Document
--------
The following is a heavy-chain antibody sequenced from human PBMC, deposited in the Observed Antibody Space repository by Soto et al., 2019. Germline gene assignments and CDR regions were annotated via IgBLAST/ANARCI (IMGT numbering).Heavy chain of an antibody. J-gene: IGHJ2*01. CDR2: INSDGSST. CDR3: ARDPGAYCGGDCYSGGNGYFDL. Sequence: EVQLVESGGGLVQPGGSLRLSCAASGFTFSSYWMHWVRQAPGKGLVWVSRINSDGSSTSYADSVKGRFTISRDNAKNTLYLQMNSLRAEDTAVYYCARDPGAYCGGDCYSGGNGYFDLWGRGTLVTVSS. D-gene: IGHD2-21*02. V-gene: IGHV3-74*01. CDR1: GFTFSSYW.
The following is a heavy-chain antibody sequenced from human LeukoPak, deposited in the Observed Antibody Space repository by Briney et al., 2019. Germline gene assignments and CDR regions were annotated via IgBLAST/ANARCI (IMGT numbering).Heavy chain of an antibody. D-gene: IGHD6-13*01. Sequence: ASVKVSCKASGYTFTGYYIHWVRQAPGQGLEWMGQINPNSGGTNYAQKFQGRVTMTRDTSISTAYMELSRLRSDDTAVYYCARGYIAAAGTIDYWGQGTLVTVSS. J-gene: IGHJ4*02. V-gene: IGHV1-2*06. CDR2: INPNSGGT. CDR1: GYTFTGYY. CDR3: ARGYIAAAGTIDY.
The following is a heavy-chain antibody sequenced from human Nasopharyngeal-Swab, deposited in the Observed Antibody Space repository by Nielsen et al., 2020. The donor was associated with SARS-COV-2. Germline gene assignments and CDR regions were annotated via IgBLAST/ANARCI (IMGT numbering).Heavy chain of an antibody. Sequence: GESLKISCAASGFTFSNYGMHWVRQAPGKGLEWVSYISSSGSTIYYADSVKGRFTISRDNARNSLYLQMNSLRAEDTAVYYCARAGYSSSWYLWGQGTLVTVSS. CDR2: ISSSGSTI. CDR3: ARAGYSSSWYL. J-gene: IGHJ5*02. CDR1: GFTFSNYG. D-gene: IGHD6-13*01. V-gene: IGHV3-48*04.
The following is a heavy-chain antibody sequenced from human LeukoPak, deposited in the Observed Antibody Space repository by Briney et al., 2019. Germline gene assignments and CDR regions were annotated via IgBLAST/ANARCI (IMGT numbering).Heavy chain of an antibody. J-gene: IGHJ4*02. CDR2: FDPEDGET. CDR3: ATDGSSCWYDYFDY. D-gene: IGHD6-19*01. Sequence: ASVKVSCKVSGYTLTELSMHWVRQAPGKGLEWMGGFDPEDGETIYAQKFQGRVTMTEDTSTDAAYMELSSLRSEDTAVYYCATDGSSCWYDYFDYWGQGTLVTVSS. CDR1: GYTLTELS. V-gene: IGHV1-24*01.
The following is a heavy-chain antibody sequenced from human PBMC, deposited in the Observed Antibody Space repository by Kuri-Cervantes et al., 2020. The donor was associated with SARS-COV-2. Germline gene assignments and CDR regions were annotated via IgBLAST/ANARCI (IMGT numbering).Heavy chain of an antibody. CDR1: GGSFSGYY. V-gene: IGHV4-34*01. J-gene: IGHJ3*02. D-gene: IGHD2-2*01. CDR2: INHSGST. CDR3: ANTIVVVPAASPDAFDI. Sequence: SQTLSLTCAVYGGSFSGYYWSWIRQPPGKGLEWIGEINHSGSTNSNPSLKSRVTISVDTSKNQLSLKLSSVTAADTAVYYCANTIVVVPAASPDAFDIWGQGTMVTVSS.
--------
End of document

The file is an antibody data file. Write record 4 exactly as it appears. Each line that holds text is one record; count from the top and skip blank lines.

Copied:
The following is a heavy-chain antibody sequenced from human LeukoPak, deposited in the Observed Antibody Space repository by Briney et al., 2019. Germline gene assignments and CDR regions were annotated via IgBLAST/ANARCI (IMGT numbering).Heavy chain of an antibody. J-gene: IGHJ4*02. CDR2: FDPEDGET. CDR3: ATDGSSCWYDYFDY. D-gene: IGHD6-19*01. Sequence: ASVKVSCKVSGYTLTELSMHWVRQAPGKGLEWMGGFDPEDGETIYAQKFQGRVTMTEDTSTDAAYMELSSLRSEDTAVYYCATDGSSCWYDYFDYWGQGTLVTVSS. CDR1: GYTLTELS. V-gene: IGHV1-24*01.